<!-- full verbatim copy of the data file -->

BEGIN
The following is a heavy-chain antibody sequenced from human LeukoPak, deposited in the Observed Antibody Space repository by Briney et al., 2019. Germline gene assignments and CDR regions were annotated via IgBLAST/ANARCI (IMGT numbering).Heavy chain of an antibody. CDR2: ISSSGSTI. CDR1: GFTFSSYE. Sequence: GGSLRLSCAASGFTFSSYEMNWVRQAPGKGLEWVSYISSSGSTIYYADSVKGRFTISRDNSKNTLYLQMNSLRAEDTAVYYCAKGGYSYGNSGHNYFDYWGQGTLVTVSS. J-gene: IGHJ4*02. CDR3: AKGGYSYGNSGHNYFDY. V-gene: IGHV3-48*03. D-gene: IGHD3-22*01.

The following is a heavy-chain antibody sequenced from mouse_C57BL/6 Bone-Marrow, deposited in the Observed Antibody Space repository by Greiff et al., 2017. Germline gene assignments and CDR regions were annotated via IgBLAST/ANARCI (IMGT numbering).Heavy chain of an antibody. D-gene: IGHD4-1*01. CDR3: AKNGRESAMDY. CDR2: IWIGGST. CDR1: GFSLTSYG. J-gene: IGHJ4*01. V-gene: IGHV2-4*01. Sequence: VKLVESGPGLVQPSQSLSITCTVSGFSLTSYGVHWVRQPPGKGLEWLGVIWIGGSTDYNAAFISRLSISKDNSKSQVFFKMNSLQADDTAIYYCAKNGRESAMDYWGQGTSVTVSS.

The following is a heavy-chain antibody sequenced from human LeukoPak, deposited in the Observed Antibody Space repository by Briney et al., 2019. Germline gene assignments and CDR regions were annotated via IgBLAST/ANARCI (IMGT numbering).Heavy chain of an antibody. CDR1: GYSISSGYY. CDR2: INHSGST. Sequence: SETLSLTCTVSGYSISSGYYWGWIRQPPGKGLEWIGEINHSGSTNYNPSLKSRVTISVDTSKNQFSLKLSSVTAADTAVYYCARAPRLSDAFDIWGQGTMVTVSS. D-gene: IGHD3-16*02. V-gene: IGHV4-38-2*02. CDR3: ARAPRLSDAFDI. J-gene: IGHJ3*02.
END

The following is a heavy-chain antibody sequenced from human LeukoPak, deposited in the Observed Antibody Space repository by Briney et al., 2019. Germline gene assignments and CDR regions were annotated via IgBLAST/ANARCI (IMGT numbering).Heavy chain of an antibody. CDR2: ISSSGSTI. CDR1: GFTFSSYE. Sequence: GGSLRLSCAASGFTFSSYEMNWVRQAPGKGLEWVSYISSSGSTIYYADSVKGRFTISRDNSKNTLYLQMNSLRAEDTAVYYCAKGGYSYGNSGHNYFDYWGQGTLVTVSS. J-gene: IGHJ4*02. CDR3: AKGGYSYGNSGHNYFDY. V-gene: IGHV3-48*03. D-gene: IGHD3-22*01.

The following is a heavy-chain antibody sequenced from mouse_C57BL/6 Bone-Marrow, deposited in the Observed Antibody Space repository by Greiff et al., 2017. Germline gene assignments and CDR regions were annotated via IgBLAST/ANARCI (IMGT numbering).Heavy chain of an antibody. D-gene: IGHD4-1*01. CDR3: AKNGRESAMDY. CDR2: IWIGGST. CDR1: GFSLTSYG. J-gene: IGHJ4*01. V-gene: IGHV2-4*01. Sequence: VKLVESGPGLVQPSQSLSITCTVSGFSLTSYGVHWVRQPPGKGLEWLGVIWIGGSTDYNAAFISRLSISKDNSKSQVFFKMNSLQADDTAIYYCAKNGRESAMDYWGQGTSVTVSS.

The following is a heavy-chain antibody sequenced from human LeukoPak, deposited in the Observed Antibody Space repository by Briney et al., 2019. Germline gene assignments and CDR regions were annotated via IgBLAST/ANARCI (IMGT numbering).Heavy chain of an antibody. CDR1: GYSISSGYY. CDR2: INHSGST. Sequence: SETLSLTCTVSGYSISSGYYWGWIRQPPGKGLEWIGEINHSGSTNYNPSLKSRVTISVDTSKNQFSLKLSSVTAADTAVYYCARAPRLSDAFDIWGQGTMVTVSS. D-gene: IGHD3-16*02. V-gene: IGHV4-38-2*02. CDR3: ARAPRLSDAFDI. J-gene: IGHJ3*02.